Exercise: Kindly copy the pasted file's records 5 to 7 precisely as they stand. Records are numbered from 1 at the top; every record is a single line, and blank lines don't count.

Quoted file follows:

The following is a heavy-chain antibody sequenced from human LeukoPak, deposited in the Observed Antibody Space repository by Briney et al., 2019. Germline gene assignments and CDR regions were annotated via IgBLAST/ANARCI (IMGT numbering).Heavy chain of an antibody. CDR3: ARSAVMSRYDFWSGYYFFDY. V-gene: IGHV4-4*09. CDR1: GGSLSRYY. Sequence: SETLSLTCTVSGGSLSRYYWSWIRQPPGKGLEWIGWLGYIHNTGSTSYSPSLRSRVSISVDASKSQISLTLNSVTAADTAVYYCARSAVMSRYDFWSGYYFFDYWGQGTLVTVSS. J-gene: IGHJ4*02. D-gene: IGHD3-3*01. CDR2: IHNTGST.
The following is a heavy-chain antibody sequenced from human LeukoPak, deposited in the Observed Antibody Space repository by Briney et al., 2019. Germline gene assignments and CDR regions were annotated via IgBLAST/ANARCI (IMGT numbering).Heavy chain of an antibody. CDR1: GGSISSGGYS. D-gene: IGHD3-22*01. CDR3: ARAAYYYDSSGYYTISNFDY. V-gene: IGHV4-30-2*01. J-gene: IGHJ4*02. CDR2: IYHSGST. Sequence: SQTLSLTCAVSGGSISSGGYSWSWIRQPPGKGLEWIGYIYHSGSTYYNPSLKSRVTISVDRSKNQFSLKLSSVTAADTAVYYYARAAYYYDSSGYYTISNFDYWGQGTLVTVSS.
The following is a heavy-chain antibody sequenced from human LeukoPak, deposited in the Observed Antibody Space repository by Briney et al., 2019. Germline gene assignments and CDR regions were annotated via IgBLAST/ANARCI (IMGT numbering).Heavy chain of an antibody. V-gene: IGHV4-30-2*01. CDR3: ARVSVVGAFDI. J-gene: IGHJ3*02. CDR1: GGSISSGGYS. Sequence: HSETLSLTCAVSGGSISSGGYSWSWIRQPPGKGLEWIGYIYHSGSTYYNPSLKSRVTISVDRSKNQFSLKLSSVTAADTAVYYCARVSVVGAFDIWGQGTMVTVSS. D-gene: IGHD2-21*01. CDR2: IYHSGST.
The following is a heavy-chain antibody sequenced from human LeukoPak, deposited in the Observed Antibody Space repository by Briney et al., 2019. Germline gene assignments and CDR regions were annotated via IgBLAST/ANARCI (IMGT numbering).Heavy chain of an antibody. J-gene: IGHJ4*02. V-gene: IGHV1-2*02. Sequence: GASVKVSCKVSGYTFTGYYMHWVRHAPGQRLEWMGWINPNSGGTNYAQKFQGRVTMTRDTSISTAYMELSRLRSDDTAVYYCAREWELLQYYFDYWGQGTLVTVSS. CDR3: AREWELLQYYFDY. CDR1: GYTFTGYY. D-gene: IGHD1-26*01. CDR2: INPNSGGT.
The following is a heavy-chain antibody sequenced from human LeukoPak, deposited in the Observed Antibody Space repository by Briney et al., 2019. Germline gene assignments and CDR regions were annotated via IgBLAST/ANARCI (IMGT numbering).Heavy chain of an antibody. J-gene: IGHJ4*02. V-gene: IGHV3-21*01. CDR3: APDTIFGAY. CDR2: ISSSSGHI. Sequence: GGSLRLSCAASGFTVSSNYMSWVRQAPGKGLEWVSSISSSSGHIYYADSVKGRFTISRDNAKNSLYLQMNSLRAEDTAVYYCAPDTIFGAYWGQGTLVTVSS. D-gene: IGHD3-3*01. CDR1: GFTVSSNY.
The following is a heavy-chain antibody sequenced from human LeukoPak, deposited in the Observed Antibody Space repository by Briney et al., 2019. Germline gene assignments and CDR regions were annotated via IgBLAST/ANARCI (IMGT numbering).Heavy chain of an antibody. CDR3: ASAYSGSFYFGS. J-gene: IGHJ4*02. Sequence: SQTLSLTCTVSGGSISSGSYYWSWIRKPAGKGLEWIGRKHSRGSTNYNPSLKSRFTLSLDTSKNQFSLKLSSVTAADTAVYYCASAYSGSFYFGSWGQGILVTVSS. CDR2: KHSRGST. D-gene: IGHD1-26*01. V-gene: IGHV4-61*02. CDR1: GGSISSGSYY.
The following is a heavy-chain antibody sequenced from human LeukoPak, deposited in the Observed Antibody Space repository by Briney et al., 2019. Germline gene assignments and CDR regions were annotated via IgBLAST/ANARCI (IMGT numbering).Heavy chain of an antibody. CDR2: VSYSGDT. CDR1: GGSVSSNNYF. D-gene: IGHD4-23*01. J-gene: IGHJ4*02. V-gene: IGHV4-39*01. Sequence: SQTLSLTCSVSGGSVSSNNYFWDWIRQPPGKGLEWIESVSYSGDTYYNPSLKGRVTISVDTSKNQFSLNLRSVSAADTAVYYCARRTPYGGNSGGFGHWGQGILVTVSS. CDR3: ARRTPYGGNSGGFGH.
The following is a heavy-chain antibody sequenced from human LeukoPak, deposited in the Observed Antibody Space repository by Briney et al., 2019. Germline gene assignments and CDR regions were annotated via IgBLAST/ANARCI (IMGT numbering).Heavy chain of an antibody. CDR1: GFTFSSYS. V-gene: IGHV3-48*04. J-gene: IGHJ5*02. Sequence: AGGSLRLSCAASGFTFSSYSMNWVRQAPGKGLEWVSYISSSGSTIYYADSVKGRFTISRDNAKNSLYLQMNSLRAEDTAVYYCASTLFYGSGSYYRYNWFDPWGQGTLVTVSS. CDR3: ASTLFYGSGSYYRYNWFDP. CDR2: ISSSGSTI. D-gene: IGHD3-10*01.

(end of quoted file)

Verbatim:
The following is a heavy-chain antibody sequenced from human LeukoPak, deposited in the Observed Antibody Space repository by Briney et al., 2019. Germline gene assignments and CDR regions were annotated via IgBLAST/ANARCI (IMGT numbering).Heavy chain of an antibody. J-gene: IGHJ4*02. V-gene: IGHV3-21*01. CDR3: APDTIFGAY. CDR2: ISSSSGHI. Sequence: GGSLRLSCAASGFTVSSNYMSWVRQAPGKGLEWVSSISSSSGHIYYADSVKGRFTISRDNAKNSLYLQMNSLRAEDTAVYYCAPDTIFGAYWGQGTLVTVSS. D-gene: IGHD3-3*01. CDR1: GFTVSSNY.
The following is a heavy-chain antibody sequenced from human LeukoPak, deposited in the Observed Antibody Space repository by Briney et al., 2019. Germline gene assignments and CDR regions were annotated via IgBLAST/ANARCI (IMGT numbering).Heavy chain of an antibody. CDR3: ASAYSGSFYFGS. J-gene: IGHJ4*02. Sequence: SQTLSLTCTVSGGSISSGSYYWSWIRKPAGKGLEWIGRKHSRGSTNYNPSLKSRFTLSLDTSKNQFSLKLSSVTAADTAVYYCASAYSGSFYFGSWGQGILVTVSS. CDR2: KHSRGST. D-gene: IGHD1-26*01. V-gene: IGHV4-61*02. CDR1: GGSISSGSYY.
The following is a heavy-chain antibody sequenced from human LeukoPak, deposited in the Observed Antibody Space repository by Briney et al., 2019. Germline gene assignments and CDR regions were annotated via IgBLAST/ANARCI (IMGT numbering).Heavy chain of an antibody. CDR2: VSYSGDT. CDR1: GGSVSSNNYF. D-gene: IGHD4-23*01. J-gene: IGHJ4*02. V-gene: IGHV4-39*01. Sequence: SQTLSLTCSVSGGSVSSNNYFWDWIRQPPGKGLEWIESVSYSGDTYYNPSLKGRVTISVDTSKNQFSLNLRSVSAADTAVYYCARRTPYGGNSGGFGHWGQGILVTVSS. CDR3: ARRTPYGGNSGGFGH.